Heart Disease: Everything You Need to Know

Heart diseases can be congenital or acquired, although the latter are much more frequent. We'll explain everything about them and the risk factors that favor their appearance.
Heart Disease: Everything You Need to Know
Leonardo Biolatto

Written and verified by the doctor Leonardo Biolatto.

Last update: 30 October, 2022

Heart disease is often used together with cardiovascular pathology, although the truth is that the latter refers to the involvement of the blood vessels.

All of them are the main causes of death worldwide. However, most of them are preventable. Because of this, in this article we’ll explain everything you should know about heart diseases and how to prevent them.

What is heart disease?

Heart diseases are a heterogeneous group of pathologies that affect the heart, either structurally or in its functioning. They can also include certain vascular pathologies, such as the narrowing of the blood vessels.

Generally speaking, they’re usually divided into a number of groups. In the first place, we find those that consist of an alteration of the cardiac rhythm: arrhythmias. On the other hand, we have congenital heart defects, which are those present from birth.

Heart diseases also include structural anomalies. For example, valvulopathies (related to the heart valves) or cardiomyopathies (alteration of the heart muscle). The following is a basic explanation of three of the most relevant ones.

An artery.
The presence of atheroma plaques is a risk factor for angina pectoris and heart attacks.

Arteriosclerosis

Arteriosclerosis is one of the most relevant risk factors for heart disease. It’s counted among the cardiovascular pathologies, and it’s important to highlight it, because it often causes serious complications.

This disorder consists of the arteries becoming stiff and thick. Thus, the blood flow to the body’s tissues is altered. Atherosclerosis, on the other hand, is a specific type of arteriosclerosis, although they aren’t the same thing. In this case, we’re referring to a hardening of the artery walls that aren’t formed by atheromatous plaques.

What usually happens is that atherosclerosis affects the coronary arteries. Thus, the heart stops receiving enough oxygen and nutrients it needs to function properly, due to fat and cholesterol plaques that obstruct it.

Angina pectoris and myocardial infarction

Both angina pectoris and heart attacks are pathologies closely related to atherosclerosis. They occur when there’s already a notable obstruction in the coronary arteries.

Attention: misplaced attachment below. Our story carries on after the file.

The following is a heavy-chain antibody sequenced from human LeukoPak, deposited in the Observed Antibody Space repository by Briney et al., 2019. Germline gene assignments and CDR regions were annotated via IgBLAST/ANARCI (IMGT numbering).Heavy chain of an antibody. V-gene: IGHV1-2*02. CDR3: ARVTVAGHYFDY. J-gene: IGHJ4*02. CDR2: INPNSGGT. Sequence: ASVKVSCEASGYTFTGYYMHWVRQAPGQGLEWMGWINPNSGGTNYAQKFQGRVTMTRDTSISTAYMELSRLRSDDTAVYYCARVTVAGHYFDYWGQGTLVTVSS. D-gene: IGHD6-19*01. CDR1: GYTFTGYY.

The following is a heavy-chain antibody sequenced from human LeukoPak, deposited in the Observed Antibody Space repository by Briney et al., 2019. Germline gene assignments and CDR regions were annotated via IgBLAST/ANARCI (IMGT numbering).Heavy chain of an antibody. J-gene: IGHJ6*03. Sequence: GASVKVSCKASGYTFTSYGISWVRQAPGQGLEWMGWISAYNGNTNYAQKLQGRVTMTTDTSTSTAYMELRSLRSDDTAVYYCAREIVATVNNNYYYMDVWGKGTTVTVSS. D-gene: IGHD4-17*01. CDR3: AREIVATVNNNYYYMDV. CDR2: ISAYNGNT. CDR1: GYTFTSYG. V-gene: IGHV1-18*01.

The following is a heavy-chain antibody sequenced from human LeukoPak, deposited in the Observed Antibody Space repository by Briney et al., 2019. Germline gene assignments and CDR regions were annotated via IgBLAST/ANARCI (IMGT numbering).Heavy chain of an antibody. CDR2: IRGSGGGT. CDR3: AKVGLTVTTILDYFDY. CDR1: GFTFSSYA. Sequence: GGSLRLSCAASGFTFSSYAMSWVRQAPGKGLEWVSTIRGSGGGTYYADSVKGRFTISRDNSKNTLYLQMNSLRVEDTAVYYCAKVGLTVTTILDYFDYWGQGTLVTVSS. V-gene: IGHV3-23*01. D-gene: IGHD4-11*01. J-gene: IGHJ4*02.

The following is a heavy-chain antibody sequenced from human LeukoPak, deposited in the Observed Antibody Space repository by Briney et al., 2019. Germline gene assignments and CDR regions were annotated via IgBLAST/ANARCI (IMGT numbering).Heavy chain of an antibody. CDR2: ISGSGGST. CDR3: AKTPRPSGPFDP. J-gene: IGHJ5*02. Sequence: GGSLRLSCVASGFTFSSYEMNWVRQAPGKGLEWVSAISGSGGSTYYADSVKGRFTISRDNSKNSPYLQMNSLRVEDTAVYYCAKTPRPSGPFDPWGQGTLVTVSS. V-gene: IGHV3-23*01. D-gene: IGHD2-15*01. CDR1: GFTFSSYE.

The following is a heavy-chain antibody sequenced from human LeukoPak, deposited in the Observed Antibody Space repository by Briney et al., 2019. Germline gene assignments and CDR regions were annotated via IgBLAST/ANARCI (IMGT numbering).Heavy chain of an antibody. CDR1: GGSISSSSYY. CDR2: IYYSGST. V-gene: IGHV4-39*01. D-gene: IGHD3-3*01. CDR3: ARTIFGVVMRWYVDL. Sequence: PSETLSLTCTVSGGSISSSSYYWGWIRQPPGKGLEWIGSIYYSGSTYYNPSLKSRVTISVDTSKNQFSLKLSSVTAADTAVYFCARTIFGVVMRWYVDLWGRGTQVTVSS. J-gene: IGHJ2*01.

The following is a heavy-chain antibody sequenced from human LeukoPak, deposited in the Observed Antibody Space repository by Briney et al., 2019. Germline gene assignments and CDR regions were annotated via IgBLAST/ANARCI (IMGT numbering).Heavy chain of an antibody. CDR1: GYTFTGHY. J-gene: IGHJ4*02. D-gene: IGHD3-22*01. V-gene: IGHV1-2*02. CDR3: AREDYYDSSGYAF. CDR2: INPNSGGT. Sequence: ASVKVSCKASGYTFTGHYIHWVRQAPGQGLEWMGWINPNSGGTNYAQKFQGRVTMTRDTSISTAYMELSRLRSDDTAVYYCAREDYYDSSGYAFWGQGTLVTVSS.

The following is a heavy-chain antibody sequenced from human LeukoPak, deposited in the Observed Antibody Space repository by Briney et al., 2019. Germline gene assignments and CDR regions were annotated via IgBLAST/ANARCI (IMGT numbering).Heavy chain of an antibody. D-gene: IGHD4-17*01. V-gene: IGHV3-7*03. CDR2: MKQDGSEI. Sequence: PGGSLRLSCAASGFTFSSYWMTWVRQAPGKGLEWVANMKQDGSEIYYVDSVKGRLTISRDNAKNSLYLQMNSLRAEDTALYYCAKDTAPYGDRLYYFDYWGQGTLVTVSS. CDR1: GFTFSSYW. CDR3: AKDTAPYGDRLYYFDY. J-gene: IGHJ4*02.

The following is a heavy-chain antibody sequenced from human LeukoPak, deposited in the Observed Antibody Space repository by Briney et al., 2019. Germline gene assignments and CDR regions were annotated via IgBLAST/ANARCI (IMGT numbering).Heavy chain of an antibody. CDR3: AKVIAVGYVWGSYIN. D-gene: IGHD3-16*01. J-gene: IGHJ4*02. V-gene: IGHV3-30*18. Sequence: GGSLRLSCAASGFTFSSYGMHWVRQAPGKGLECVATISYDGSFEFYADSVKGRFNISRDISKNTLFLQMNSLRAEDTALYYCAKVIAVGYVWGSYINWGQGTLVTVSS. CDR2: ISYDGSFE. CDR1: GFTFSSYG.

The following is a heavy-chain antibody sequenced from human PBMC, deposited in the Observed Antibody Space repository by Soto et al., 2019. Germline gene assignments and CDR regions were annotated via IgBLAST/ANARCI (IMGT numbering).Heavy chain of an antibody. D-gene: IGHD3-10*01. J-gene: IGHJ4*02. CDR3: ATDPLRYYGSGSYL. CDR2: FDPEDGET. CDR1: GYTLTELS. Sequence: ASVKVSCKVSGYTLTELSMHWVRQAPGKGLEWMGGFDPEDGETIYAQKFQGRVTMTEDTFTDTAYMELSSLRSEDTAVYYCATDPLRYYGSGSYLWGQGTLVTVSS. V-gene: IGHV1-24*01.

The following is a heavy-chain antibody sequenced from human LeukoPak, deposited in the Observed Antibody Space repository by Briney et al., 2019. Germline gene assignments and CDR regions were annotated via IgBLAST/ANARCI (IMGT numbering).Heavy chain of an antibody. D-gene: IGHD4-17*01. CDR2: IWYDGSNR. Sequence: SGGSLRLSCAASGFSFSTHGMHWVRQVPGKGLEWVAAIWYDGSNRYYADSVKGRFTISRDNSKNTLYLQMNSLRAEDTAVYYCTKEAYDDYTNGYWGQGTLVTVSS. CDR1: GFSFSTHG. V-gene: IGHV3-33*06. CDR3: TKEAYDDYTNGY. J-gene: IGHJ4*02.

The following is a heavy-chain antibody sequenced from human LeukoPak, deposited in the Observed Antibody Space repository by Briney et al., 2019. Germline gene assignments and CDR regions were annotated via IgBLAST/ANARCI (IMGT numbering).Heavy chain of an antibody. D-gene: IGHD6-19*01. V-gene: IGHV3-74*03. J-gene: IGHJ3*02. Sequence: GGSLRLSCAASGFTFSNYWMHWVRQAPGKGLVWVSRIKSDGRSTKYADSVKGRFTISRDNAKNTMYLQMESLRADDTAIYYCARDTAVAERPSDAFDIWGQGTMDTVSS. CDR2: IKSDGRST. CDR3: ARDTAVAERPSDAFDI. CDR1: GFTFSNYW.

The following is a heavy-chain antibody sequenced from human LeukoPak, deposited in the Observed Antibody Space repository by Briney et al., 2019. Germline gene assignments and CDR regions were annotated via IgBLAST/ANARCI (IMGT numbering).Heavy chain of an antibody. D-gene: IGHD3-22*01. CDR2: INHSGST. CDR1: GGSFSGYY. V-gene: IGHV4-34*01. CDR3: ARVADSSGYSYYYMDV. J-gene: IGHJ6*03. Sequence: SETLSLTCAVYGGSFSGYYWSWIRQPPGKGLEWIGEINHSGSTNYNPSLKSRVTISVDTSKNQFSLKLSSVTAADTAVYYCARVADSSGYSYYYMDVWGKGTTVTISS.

When the obstruction is partial, angina pectoris usually occurs. Intense pain appears, but it doesn’t reach infarction. The pain is located in the chest and disappears shortly after when the person rests.

In contrast, acute myocardial infarction is an intense pain that doesn’t subside with rest and shows there’s a lack of oxygen reaching the cardiac tissue. Ultimately, the result is cell necrosis. Infarction is one of the leading causes of death today.

How does heart disease develop?

The development of heart disease depends on many factors. In general, we can distinguish between congenital and acquired pathologies. Congenital are those that are present from birth.

Congenital defects are often the cause of arrhythmias and valvular heart disease. Acquired defects, on the other hand, are usually related to a series of risk factors and harmful habits.

For example, as explained in the Journal of Clinical Medicine, smoking, high blood pressure, and diabetes are determinants in their development. The same is true of other drugs, such as alcohol or cocaine, as well as stress and lack of exercise.

Some factors increase the risk of heart disease and we can’t do anything about them, such as aging and the passage of time. Infections and other metabolic diseases (such as hemochromatosis) may be related.

What are the signs of heart disease?

The symptoms of heart disease vary. It isn’t the same thing for the pathology to affect a blood vessel, such as atherosclerosis in a coronary artery, as it is for the heart rhythm to be changed. Therefore, we’ll explain in general terms what signs usually appear in each situation.

Firstly, when we speak of atherosclerosis, the symptoms are going to come from angina pectoris or a heart attack. In these cases, what predominates is intense chest pain and shortness of breath.